Image Entertainment, a large homevid indie that has been in play for the past three years, has found a new owner.
Nyx Acquisitions, a subsid of San Francisco-based Q Black Media, has agreed to pay $100 million to acquire the publicly traded company and take it private. Under the deal, expected to close by January at the earliest, Image shareholders will receive $2.75 per share, a significant premium over the 69¢ closing price on Thursday.
The deal seemingly puts an end to several years of uncertainty for the Chatsworth company, which fended off a hostile takeover bid by Lionsgate in 2005, then entered into a merger with David Bergstein’s BTP Acquisition Co. that fell apart earlier this year.
Q Media topper Joe Bretz got to know Image when it picked up Rob Schneider movie “The Chosen One” and eventually began talking with execs about a possible takeover. According to Image chief financial officer Jeff Framer, negotiations began in earnest during late summer.
Although shareholders still need to approve the deal, Image has pledged approval from stockholders owning some 38% of outstanding shares.
Both parties are interested in expanding Image’s productions, a key factor for Image, which fought off Lionsgate’s bid in large part because the mini-major was expected to scale back such initiatives. Even before the Lionsgate bid, Image had been trying to ramp up its theatrical film initiatives; it inked a deal with Relativity Media at one point, but that accord, like the one with BTP, fizzled, although Image continues to distribute Capitol Films productions on homevid.
The company recently made a few high-profile buys at AFM, including “Management,” starring Jennifer Aniston and Steve Zahn, and “In the Electric Mist,” starring Tommy Lee Jones, with theatrical releases expected for both.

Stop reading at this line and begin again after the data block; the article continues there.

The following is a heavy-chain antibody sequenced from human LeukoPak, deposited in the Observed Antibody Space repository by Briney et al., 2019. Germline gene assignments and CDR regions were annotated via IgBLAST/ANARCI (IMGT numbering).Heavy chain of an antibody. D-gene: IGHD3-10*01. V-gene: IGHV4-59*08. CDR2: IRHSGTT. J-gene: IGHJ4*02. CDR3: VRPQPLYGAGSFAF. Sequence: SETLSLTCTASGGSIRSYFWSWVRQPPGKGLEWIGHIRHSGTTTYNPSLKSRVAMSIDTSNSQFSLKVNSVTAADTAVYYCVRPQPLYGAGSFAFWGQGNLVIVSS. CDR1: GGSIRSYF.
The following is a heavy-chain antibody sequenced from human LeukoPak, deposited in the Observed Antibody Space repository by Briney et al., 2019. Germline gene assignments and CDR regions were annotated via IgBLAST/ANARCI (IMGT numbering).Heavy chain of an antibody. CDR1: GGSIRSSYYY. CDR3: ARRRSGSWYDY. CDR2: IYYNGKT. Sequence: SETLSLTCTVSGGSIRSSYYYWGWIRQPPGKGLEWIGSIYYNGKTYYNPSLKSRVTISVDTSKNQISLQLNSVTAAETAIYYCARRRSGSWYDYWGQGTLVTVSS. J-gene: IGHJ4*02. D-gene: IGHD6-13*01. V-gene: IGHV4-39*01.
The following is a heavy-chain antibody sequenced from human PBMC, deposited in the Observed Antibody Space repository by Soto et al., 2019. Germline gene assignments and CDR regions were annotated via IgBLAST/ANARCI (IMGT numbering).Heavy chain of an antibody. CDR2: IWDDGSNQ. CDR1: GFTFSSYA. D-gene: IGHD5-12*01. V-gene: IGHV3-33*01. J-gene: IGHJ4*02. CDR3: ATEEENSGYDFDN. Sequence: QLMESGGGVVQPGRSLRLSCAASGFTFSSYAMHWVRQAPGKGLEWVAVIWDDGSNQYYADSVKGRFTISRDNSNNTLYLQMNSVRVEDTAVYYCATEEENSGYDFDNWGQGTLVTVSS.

Bretz pledged that Image will continue to acquire high-profile programming and develop original content under his ownership. Q Black specializes in new media but has also backed indie productions, including two other pics with Schneider.
There are no immediate plans to replace Image management, headed by prexy David Borshell. Bretz lauded Image’s performance in recent months, calling it “one of those companies that gets stronger in the face of adversity.”
The company, which has 140 employees, has in the past generated around $100 million in annual revenue, although Framer said the company expects to bring in more this year due to its theatrical initiatives.
Chair Marty Greenwald, who helped found the company more than 20 years ago before stepping down as chief exec earlier this year, said he was elated by the deal and the new owner’s commitment to Image’s vision.
Image originally specialized in laserdisc distribution and then reinvented itself during the DVD era, building a quirky library of 3,500 titles and 370 CD titles and venturing into its own productions. After building a strong niche in music and comedy concerts, it began to target theatrical productions as a way of attracting shareholder attention.